Campos Sets Sights on MTA Reform through Ballot Box, Audit

IMG_1446.jpgSupervisor David Campos at a recent gathering outside City Hall.
Supervisor David Campos will find himself front and center this month in a multiple-front struggle to answer an age-old conundrum: Why doesn’t Muni work better and how can we fix it?

Campos has inserted himself into the debate by leading the charge on a charter amendment to change how the MTA Board is appointed. He has also requested an audit of the MTA's management practices. Results should be ready in time to inform the supervisors' vote in May on the MTA's budget for the next two years.

On the unplanned side, Campos will be leading the confirmation process for two MTA Board members this month. He's the chair of the Board of Supervisors Rules Committee, the first stop for Mayor Newsom's MTA Board nominations before they reach the full Board of Supervisors.

There's uncertainty on all three fronts at the moment. Details of the audit and the charter amendment measure are still being hammered out, and Mayor Newsom hasn't said whom he'll appoint to fill two MTA Board seats that will open on March 1.

After a press event for the Central Subway yesterday, the Mayor said he's still figuring out his appointments to many of the city's commissions, including the MTA. "I have about 45 appointments that we'll be making in the next few weeks," he said.

With any shot at broader reforms still half a year away, Campos said the Board of Supervisors will be making the most of its confirmation power over mayoral appointees to the MTA Board. "If we put a measure on the ballot, it wouldn't go on the ballot until November," he said. "In the meantime, we want to make sure that, within the current governing structure, Muni is in the best hands possible."

Like many of his colleagues on the Board of Supervisors, Campos said the keyword for directors is independence.

"What I look for is someone who is truly independent of not just the Mayor but also the Board, and who's going to ask the right questions, who's going to be engaged, who understands what it's like to ride Muni, who is responsive to the needs of the ridership, who holds Muni accountable. That kind of independence, in my humble opinion, has not been demonstrated by some members of this MTA Board."

Audit Could Shape Budget Decisions and Charter Amendment Measure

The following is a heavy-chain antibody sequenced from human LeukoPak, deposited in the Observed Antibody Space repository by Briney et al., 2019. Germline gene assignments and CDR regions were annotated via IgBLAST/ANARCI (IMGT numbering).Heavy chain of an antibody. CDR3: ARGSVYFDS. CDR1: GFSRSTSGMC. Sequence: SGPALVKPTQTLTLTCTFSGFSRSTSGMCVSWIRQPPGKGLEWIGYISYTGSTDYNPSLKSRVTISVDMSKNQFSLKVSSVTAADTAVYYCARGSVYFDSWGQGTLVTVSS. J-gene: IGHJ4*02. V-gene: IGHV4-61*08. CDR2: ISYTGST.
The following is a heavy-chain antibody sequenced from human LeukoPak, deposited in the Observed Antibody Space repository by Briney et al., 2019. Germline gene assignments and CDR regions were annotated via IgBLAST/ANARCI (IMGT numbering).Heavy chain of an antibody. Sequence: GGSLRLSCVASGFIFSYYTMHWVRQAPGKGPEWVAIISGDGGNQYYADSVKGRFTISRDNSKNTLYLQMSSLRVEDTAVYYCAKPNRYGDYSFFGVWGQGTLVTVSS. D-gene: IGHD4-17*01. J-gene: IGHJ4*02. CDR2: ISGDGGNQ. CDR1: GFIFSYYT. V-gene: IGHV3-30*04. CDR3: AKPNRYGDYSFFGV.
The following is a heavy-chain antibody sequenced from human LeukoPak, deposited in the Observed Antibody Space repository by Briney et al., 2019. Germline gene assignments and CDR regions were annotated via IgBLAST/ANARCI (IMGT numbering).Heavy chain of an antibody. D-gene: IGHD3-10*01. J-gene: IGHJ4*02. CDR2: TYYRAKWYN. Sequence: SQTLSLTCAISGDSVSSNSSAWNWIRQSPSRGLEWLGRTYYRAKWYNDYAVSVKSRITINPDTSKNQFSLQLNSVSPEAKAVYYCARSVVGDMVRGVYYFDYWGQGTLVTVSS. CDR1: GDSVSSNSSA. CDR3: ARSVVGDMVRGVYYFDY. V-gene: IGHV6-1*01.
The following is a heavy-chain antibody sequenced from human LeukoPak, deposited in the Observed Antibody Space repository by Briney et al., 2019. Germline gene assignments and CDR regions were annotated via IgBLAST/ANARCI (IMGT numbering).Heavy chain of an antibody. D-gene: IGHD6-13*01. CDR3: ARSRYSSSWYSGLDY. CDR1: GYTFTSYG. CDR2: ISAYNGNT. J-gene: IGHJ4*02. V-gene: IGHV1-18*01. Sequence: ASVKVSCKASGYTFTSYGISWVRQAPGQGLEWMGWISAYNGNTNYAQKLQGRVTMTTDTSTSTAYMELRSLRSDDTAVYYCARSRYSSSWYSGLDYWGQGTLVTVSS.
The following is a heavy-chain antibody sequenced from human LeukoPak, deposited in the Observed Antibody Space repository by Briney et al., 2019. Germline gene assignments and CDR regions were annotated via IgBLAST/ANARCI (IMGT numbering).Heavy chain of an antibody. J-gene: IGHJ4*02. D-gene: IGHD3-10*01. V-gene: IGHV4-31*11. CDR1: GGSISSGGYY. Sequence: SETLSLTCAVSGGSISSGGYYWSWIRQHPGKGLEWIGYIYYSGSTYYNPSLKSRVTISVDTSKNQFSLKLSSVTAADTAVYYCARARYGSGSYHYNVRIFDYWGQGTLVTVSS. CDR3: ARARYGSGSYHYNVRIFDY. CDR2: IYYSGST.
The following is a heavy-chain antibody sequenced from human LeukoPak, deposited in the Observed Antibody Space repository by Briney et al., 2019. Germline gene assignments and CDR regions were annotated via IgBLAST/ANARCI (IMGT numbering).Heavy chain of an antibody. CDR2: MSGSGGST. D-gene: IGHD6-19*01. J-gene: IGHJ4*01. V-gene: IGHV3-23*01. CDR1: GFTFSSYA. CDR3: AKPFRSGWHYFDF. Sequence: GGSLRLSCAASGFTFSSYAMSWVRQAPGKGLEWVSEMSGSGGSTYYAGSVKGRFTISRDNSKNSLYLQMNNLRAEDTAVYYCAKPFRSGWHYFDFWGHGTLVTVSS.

Despite a tight timeline, Campos is adamant that the audit will help inform both the supervisors' MTA budget decisions in early May and the charter amendment proposal. The picture is already looking grim, with deficits of about $50 million for each of the next two fiscal years

"It would really address a larger question that is in the minds of everyone who rides Muni: Is Muni being run properly? It would look at basic best practices around management. It's not just mid-level management or upper-level management, it's management, period."

That could include any level of management, from Executive Director Nat Ford to line supervisors, Campos said. In addition to making sure operations are run in a way that makes sense, the audit will look at how the MTA spends its money, and will almost certainly look at work orders from other city departments.

On the governance side, Campos' charter amendment proposal would include splitting appointments to the MTA Board between the Mayor and the supervisors, something Supervisor John Avalos had proposed last year. The Mayor currently appoints all seven Board members, who are confirmed by a majority vote of the supervisors.

"I think there has to be some form of a split appointment between the Mayor and the Board," said Campos. "Then we need to look at other things to consider. There are some agencies, like the Department of Elections commission, that are appointed by other city officials. There are a number of possibilities. So, I don't want to say that we're looking at one over the other."

Campos has ruled out the prospect of having a voter-elected MTA Board member.

"I think that makes it a political fight that is predicated on who runs the most effective campaign," he said. "Money could be a big part of that. We ultimately want something that's going to provide accountability and transparency for the ridership."

In addition to studying the city's other commissions, Campos said he would draw on the results of the audit in shaping his governance reform proposal. "Any time you look a management audit, you look at the oversight that's provided - or not provided, for that matter."

Ballot Measure Could Include Structural Reforms

Initial reports on the ballot measure focused on the call for split MTA Board appointments, but Campos said the measure would include structural reforms as well. "By that I mean rules that govern the day-to-day structure and the operations of Muni in such a way that they're counterproductive," he said.

"I don't know that simply changing the governance structure will get you to the result you want, which is having the most effective public transportation system in the country. I think the governance structure is part of it, but not the only thing."

Once again, the results of the audit could play a key role in shaping that proposal. The city's transit advocates no doubt will wish to have a voice as well. Campos said he's listening. "I don't want it to be something that just comes out of the Board of Supervisors. I think it has to be a grassroots effort."